62 The second element of the reform is the amendment (in some cases, far-reaching) of international tax rules. This is true, for instance, of Actions 8 to 10 (aligning transfer pricing outcomes with value creation), which aim to alter the rules applicable to transfer pricing so as “to reduce the incentive for MNEs to shift income to ‘cash boxes’ – shell companies with few if any employees and little or no economic activity, which seek to take advantage of low- or no-tax jurisdictions”.Note
63 Reference could also be made to the redefinition of “permanent establishment” (Action 7), which is usually a criterion employed to ensure taxation and which some MNEs circumvent, for example through commissionaire arrangements, i.e. arrangements “through which a person sells products in a State in its own name but on behalf of a foreign enterprise that is the owner of these products. Through such an arrangement, a foreign enterprise is able to sell its products in a State without technically having a permanent establishment to which such sales may be attributed for tax purposes and without, therefore, being taxable in that State on the profits derived from such sales”.Note Several other components are also included in the BEPS package. Significantly, they take account of the risks of BEPS practices inherent in the digital economy, for instance by facilitating the collection of Value Added Tax (VAT) in the countries where the customers are located.
64 Lastly, as a fundamental element in making this new architecture effective, the procedure recommended (Action 15) for updating the 3 500 bilateral tax treaties is accession to a multilateral instrument that avoids the renegotiation of the individual treaties. Known as the Multilateral Convention to Implement Tax Treaty Related Measures to Prevent Base Erosion and Profit Shifting (BEPS Multilateral Instrument), it was drawn up by an ad hoc group of more than 100 countries and jurisdictions, was opened for signature in 2016. It now has 70 signatories. In addition, seven other jurisdictions have already committed to sign the BEPS Multilateral Instrument by the end of 2017.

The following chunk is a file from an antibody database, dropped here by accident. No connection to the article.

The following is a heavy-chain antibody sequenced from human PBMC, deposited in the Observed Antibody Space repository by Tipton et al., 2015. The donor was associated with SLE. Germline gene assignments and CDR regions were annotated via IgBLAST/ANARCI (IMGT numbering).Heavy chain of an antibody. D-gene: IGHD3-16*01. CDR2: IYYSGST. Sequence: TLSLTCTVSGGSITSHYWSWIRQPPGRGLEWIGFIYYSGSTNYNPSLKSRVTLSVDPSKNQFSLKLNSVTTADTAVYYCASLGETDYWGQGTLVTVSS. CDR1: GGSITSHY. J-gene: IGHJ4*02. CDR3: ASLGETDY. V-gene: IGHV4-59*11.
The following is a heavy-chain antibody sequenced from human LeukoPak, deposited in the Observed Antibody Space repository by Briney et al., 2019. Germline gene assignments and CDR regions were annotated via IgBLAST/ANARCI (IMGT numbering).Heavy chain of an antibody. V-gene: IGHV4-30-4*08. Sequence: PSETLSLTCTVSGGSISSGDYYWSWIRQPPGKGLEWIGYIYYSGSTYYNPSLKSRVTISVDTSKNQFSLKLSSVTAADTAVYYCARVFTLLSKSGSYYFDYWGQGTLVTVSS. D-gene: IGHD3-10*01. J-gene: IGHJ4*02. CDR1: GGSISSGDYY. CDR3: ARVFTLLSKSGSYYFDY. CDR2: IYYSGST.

3.2.2 Initial assessment of the BEPS project

65 According to the report by the OECD Secretary-General to the G20 Leaders in July, “2017 is the year of implementation” of the measures delivered under the G20/OECD BEPS Project.Note
66 Implementation is indeed under way. For instance, the terms of reference and the methodology for the four minimum standards to be covered by peer reviews which will ensure their effectiveness were published in February 2017. Moreover, country-by-country reporting should begin in 2018 with the automatic exchange of information between jurisdictions which have acceded to the Multilateral Competent Authority Agreement on the Exchange of Country-by-Country Reports.
67 It is therefore possible to make an initial assessment in both methodological and substantive terms.
68 The first observation concerns the speed of the process. The OECD succeeded in proposing 15 detailed actions overhauling the international tax system in the space of only two years (2013-2015), and negotiating the BEPS Multilateral Instrument in one year (2015-2016).